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Okgibo retorted that “whether you have a soft or hard version, when it comes to action, whether articulated or not, the hard version prevails.”

Eke repeated his contention that the relief issue boils down to what the United States prefers, a separate Nigeria and a separate Biafra or one Nigeria.

Ferguson said Biafraʼs refusal to accept the ICRC plan “has done a great deal of damage to your position in terms of ordinary people who are interested in appearance and not involved in historical nuances.” Okgibo said “you can talk, about disappointment that the problem has not been solved. This I accept, but not disappointment about Biafraʼs attitude… I donʼt think there is good ground in rebuking Biafra for the way it has acted. We donʼt consider the matter closed. Guarantees in themselves cannot be a stumbling block.”

Cross River route. Okgibo said Biafra still believes the surface route is more important than the flights. Ferguson said the route proposal has not been dropped. He recalled that two sessions on the proposal had been held in Geneva and “I intend to try to get a conclusion at the third session in mid-October.” Both Ferguson and Okgibo agreed that there is a need to “shore up” the ICRC for a major role in the operations of the route.

One Nigeria concept. Okgibo said the opinion that Nigeria would be better with Biafra in than out “is a fast vanishing one.” He said this “provided the underpinning of policy some time ago, but is not an opinion that has held or is likely to hold in the future.”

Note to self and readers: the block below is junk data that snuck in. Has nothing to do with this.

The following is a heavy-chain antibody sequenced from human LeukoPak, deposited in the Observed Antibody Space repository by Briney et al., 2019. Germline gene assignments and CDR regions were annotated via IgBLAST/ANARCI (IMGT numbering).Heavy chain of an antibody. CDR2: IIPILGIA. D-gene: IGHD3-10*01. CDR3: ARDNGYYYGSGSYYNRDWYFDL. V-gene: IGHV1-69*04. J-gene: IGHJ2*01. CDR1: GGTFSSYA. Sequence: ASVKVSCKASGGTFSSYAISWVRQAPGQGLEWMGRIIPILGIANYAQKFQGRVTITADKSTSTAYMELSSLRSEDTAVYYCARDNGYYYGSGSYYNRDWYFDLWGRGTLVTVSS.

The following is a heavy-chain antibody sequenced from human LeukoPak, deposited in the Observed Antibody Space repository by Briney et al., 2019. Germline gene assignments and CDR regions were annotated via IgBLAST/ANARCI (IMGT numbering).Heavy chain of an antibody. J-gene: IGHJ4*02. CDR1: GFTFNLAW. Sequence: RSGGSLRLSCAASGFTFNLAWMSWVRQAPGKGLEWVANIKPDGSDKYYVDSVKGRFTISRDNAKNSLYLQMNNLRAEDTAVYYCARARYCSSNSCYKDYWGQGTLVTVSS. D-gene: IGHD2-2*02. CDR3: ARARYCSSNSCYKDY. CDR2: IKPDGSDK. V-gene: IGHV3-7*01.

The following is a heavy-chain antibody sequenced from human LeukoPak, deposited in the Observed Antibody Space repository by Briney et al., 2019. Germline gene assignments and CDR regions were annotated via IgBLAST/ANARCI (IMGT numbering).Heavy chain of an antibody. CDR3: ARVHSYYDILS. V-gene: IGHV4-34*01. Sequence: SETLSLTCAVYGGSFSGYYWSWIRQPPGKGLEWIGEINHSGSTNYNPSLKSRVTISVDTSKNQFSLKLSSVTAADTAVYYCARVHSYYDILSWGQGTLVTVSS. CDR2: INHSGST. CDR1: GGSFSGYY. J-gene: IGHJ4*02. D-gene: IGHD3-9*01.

Apart from the humanitarian issue, Ferguson said, “the stakes are so small that there wonʼt be a change in U.S. policy.” A definite part of U.S. policy, he said, is the war has got to stop.

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Okgibo said options should be kept open. “Instead of talking about a desired solution, emphasize that what is worked out by the parties concerned is acceptable,” he said. “all the help one needs now is diplomatic pressure on both sides and their well-wishers on both sides that any solution they can evolve, whether within the context of one Nigeria, an independent Biafra and Nigeria, would be acceptable. Ultimately, this is in your own interest.”

Okgibo said the “moment an outsider begins to prescribe a solution, you are already undermining the possibility of a solution.”

Eke said what has been happening in Western Nigeria should not be underplayed. “One can easily see,” he said, “that pressure to keep Nigeria united is more from outside than inside.” He claimed Nigeria is sustained through a mixture of diplomatic and economic actions of the United States. “I believe,” he said, “Nigeria is very happy not because of British support but because the United States implicitly supports her and so does Russia.”

Ferguson repeated his point that there is no imperative to change U.S. policy toward Nigeria. “Why does it become so hard for you to swallow a ʼsingle Nigeriaʼ and then work out what a ‘single Nigeriaʼ will be?” he asked the Biafrans.

Okgibo said “the day we say we accept in principle a ‘one Nigeria,ʼ Nigeria will say to us, ‘if you accept it, then you demonstrate your good intentions by doing “a,” “b,” and “c.” He added: “We are not interested in names. What we want is security for our people. This can be worked out at the conference table.

  1. Source: National Archives, RG 59, Records of the Special Coordinator on Relief to Civilian Victims of the Nigerian Civil War, February 1969–June 1970, Lot 70 D 336, Box 517, Memcons (2/25–12/29/69). Confidential.
  2. Special Coordinator Clyde Fergusonʼs 3-hour conversation with Biafran representatives included the International Committee of the Red Cross (ICRC) daylight flight plan, the Cross River route project, and the One Nigeria concept.